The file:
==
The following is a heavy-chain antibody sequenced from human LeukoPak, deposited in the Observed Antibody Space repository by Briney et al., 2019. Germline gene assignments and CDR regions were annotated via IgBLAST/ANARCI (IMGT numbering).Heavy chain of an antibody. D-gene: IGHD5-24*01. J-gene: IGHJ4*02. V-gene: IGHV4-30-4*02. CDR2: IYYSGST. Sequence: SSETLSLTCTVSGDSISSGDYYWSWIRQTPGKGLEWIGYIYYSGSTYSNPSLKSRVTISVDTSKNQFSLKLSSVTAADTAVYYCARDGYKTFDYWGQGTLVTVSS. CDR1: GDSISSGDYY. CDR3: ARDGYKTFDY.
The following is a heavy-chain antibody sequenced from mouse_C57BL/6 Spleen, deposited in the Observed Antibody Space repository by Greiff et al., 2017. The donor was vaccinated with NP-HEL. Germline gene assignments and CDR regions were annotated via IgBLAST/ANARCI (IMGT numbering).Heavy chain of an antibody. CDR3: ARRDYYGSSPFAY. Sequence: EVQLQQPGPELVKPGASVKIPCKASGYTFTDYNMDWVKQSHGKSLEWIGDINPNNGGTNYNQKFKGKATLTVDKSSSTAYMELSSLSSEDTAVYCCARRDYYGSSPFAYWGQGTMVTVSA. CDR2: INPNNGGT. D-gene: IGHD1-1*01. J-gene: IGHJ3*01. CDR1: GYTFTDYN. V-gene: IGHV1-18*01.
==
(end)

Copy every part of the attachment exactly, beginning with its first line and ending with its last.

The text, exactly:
The following is a heavy-chain antibody sequenced from human LeukoPak, deposited in the Observed Antibody Space repository by Briney et al., 2019. Germline gene assignments and CDR regions were annotated via IgBLAST/ANARCI (IMGT numbering).Heavy chain of an antibody. D-gene: IGHD5-24*01. J-gene: IGHJ4*02. V-gene: IGHV4-30-4*02. CDR2: IYYSGST. Sequence: SSETLSLTCTVSGDSISSGDYYWSWIRQTPGKGLEWIGYIYYSGSTYSNPSLKSRVTISVDTSKNQFSLKLSSVTAADTAVYYCARDGYKTFDYWGQGTLVTVSS. CDR1: GDSISSGDYY. CDR3: ARDGYKTFDY.
The following is a heavy-chain antibody sequenced from mouse_C57BL/6 Spleen, deposited in the Observed Antibody Space repository by Greiff et al., 2017. The donor was vaccinated with NP-HEL. Germline gene assignments and CDR regions were annotated via IgBLAST/ANARCI (IMGT numbering).Heavy chain of an antibody. CDR3: ARRDYYGSSPFAY. Sequence: EVQLQQPGPELVKPGASVKIPCKASGYTFTDYNMDWVKQSHGKSLEWIGDINPNNGGTNYNQKFKGKATLTVDKSSSTAYMELSSLSSEDTAVYCCARRDYYGSSPFAYWGQGTMVTVSA. CDR2: INPNNGGT. D-gene: IGHD1-1*01. J-gene: IGHJ3*01. CDR1: GYTFTDYN. V-gene: IGHV1-18*01.